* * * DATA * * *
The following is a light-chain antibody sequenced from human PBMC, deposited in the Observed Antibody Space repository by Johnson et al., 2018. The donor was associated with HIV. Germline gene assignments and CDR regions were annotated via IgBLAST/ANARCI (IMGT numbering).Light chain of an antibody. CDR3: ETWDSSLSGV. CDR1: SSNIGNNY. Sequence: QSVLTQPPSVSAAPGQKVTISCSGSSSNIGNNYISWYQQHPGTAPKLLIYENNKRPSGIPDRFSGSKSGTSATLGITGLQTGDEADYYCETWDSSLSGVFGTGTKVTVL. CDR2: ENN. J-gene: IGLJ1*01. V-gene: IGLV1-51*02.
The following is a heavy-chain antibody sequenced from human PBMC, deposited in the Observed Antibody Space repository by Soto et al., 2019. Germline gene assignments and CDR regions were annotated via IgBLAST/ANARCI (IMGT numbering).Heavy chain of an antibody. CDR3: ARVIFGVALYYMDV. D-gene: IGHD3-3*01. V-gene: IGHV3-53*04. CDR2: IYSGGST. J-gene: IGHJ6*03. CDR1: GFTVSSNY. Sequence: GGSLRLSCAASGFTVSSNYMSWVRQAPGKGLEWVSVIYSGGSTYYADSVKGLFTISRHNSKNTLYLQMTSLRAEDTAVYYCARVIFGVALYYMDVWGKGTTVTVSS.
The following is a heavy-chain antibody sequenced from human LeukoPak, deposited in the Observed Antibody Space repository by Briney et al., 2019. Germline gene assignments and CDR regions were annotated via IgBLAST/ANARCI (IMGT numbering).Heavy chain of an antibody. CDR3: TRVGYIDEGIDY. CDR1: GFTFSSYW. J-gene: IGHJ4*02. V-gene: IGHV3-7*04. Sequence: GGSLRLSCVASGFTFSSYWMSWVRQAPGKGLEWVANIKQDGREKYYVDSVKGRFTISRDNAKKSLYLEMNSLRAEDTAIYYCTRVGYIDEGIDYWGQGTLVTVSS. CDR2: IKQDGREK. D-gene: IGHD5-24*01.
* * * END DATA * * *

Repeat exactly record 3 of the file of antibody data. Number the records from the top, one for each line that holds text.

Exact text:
The following is a heavy-chain antibody sequenced from human LeukoPak, deposited in the Observed Antibody Space repository by Briney et al., 2019. Germline gene assignments and CDR regions were annotated via IgBLAST/ANARCI (IMGT numbering).Heavy chain of an antibody. CDR3: TRVGYIDEGIDY. CDR1: GFTFSSYW. J-gene: IGHJ4*02. V-gene: IGHV3-7*04. Sequence: GGSLRLSCVASGFTFSSYWMSWVRQAPGKGLEWVANIKQDGREKYYVDSVKGRFTISRDNAKKSLYLEMNSLRAEDTAIYYCTRVGYIDEGIDYWGQGTLVTVSS. CDR2: IKQDGREK. D-gene: IGHD5-24*01.